Current Status of Ketamine and Related Compounds for Depression
Experimental Therapeutics and Pathophysiology, National Institute of Mental Health (NIMH), 베서스다, Maryland, United StatesThe Journal of Clinical Psychiatry (Impact Factor: 5.5). 05/2013; 74(5):516-7. DOI: 10.4088/JCP.13ac08382
[Show abstract] [Hide abstract]
- "In the past decade, a large body of research has been done on the use of ketamine in depression (for reviews, see Aan het Rot et al., 2012; Mathews and Zarate, 2013). Strong but short-lasting effects have been found for treatment-resistant unipolar depression (Zarate et al., 2006) and bipolar depression (DiazGranados et al., 2010a) as well as suicidal ideation (DiazGranados et al., 2010b). "
ABSTRACT: Interest in the therapeutic potential of psychedelic substances has recently resumed. During an early phase of human psychedelic research, their therapeutic application in different pathologies had been suggested, and the first evidence for efficacy was provided. The range of recent clinical applications of psychedelics spans from cluster headaches and obsessive-compulsive disorder to addiction and the treatment of fear and anxiety in patients suffering from terminal illness, indicating potentially different therapeutic mechanisms. A variety of approaches in psychotherapy emphasize subjective experiences, such as so-called peak experiences or afterglow phenomena, as differentially mediating therapeutic action. This review aims to re-evaluate earlier and recent concepts of how psychedelic substances may exert beneficial effects. After a short outline of neurophenomenological aspects, we discuss different approaches to how psychedelics are used in psychotherapy. Finally, we summarize evidence for the relationship between subjective experiences and therapeutic success. While the distinction between pharmacological and psychological action obviously cannot be clear-cut, they do appear to contribute differently from each other when their effects are compared with regard to pathologies.Journal of Psychopharmacology 02/2015; DOI:10.1177/0269881114568040 · 3.59 Impact Factor
- [Show abstract] [Hide abstract]
ABSTRACT: While stressful experiences are a part of everyone's life, they can also exact a major toll on health. Stressful life experiences are associated with increased substance abuse, and there exists significant co-morbidity between mental illness and substance use disorders [N.D. Volkow & T.K. Li (2004) Nat. Rev. Neurosci., 5, 963–970; G. Koob & M.J. Kreek (2007) Am. J. Psych., 164, 1149–1159; R. Sinha (2008) Annals N.Y. Acad. Sci., 1141, 105–130]. The risk for development of mood or anxiety disorders after stress is positively associated with the risk for substance use disorders [R. Sinha (2008) Annals N.Y. Acad. Sci., 1141, 105–130], suggesting that there are common substrates for vulnerability to addictive and affective disorders. Understanding the molecular and physiological substrates of stress may lead to improved therapeutic interventions for the treatment of substance use disorders and mental illnesses.European Journal of Neuroscience 04/2014; 39(7). DOI:10.1111/ejn.12490 · 3.18 Impact Factor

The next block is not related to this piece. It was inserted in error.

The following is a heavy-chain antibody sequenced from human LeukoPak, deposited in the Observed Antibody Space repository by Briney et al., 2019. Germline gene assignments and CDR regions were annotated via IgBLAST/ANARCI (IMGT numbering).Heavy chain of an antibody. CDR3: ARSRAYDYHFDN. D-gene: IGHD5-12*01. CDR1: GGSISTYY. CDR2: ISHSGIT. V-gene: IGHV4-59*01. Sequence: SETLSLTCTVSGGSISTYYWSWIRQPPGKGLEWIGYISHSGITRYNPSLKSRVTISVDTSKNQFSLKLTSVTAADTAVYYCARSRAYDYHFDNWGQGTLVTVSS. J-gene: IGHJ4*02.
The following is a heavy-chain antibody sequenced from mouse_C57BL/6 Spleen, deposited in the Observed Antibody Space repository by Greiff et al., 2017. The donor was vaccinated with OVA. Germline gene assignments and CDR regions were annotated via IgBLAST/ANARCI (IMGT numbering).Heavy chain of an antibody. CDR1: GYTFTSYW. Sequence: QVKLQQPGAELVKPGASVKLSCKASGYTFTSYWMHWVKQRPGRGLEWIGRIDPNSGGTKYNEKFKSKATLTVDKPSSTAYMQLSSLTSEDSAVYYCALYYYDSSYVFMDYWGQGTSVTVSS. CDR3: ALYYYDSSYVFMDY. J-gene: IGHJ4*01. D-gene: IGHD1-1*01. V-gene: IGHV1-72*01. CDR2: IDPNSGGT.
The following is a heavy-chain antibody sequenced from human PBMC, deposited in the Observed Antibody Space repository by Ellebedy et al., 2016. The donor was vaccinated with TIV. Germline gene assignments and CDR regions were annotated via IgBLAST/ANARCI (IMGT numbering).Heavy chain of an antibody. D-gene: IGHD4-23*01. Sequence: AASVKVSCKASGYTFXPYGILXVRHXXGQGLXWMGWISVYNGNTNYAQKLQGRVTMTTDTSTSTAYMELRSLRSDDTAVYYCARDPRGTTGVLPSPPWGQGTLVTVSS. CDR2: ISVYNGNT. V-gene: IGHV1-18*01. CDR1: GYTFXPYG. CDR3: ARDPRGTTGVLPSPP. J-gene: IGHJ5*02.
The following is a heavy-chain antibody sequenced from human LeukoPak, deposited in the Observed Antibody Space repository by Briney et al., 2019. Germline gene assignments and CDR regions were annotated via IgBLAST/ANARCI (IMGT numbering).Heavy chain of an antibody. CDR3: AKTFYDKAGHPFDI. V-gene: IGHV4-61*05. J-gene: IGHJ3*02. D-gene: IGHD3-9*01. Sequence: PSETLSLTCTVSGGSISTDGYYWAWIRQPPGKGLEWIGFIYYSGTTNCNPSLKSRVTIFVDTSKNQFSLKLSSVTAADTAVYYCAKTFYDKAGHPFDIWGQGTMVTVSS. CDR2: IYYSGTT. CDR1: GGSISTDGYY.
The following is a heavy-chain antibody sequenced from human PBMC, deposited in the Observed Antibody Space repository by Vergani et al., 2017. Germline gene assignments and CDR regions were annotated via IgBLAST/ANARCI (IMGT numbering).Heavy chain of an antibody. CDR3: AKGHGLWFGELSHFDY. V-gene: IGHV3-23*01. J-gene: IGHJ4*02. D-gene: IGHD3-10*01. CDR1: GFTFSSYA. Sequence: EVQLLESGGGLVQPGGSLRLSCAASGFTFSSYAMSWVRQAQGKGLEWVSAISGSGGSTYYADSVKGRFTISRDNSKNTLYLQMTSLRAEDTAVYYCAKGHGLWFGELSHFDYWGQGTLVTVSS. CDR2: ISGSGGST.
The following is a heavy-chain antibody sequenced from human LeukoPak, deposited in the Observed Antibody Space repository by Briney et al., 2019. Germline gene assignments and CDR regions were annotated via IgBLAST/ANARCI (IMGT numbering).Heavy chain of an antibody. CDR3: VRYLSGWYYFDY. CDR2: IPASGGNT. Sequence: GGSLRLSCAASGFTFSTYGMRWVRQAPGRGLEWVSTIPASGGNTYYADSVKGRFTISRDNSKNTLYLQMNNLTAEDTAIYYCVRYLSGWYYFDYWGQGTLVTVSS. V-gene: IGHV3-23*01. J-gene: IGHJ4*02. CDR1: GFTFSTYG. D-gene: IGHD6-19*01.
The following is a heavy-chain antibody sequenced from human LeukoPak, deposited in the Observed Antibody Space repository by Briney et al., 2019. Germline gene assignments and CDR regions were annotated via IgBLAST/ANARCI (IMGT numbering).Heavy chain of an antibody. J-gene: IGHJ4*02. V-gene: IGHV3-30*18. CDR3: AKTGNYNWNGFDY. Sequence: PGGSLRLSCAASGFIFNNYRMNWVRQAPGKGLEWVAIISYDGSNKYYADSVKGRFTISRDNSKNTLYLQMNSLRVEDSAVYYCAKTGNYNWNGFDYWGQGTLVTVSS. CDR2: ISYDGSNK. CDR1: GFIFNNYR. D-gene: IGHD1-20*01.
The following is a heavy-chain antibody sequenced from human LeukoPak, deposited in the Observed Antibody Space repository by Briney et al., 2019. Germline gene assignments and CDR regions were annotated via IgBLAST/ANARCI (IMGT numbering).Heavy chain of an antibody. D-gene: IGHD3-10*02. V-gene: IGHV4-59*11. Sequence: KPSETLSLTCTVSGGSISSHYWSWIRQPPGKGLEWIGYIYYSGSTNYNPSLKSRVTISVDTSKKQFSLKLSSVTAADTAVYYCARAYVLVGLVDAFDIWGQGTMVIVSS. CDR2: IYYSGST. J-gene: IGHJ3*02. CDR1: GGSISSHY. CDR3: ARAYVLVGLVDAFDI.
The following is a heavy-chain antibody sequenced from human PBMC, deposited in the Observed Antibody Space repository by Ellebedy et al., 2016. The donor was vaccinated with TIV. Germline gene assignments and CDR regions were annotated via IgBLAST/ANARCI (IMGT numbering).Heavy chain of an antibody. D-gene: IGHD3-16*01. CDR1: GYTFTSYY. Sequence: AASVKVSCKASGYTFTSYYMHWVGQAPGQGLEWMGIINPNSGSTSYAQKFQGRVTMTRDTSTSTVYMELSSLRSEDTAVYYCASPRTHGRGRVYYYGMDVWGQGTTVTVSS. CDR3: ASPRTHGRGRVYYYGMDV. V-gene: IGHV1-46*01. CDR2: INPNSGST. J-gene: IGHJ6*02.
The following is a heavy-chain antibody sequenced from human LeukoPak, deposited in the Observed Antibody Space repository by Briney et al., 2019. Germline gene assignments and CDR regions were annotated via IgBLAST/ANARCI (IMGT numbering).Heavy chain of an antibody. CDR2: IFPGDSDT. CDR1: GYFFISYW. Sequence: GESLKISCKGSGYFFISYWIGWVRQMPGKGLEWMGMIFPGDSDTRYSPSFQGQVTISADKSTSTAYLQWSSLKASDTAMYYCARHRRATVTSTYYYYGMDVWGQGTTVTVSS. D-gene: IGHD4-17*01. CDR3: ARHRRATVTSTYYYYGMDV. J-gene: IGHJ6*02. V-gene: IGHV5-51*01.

- [Show abstract] [Hide abstract]
ABSTRACT: Summary Bipolar depression remains a major challenge for psychiatric therapeutics. It is associated with disability and excess mortality, and accounts for three-quarters of the time spent in morbid states by treated patients with bipolar disorder. Major limitations of research on the treatment of depression in bipolar disorder include a paucity of short-term and lack of long-term trials, probably reflecting concern about inducing mania. In addition, polytherapy with multiple drugs appears to be widespread, but it is virtually untested for efficacy and safety. Here, we summarise the evidence concerning efficacy of treatment of bipolar depression with antidepressants, moodstabilising anticonvulsants, lithium and secondgeneration antipsychotics. Learning objectives • Gain critical appreciation of the paucity of research on the treatment of bipolar depression. • Rationally balance the benefits and risks of using antidepressants in patients with bipolar disorder. • Assess the evidence supporting a range of research-based treatment options for bipolar depression. Declaration of interest None.Advances in Psychiatric Treatment 04/2014; 20(20):193-201. DOI:10.1192/apt.bp.113.011460
Data provided are for informational purposes only. Although carefully collected, accuracy cannot be guaranteed. The impact factor represents a rough estimation of the journal's impact factor and does not reflect the actual current impact factor. Publisher conditions are provided by RoMEO. Differing provisions from the publisher's actual policy or licence agreement may be applicable.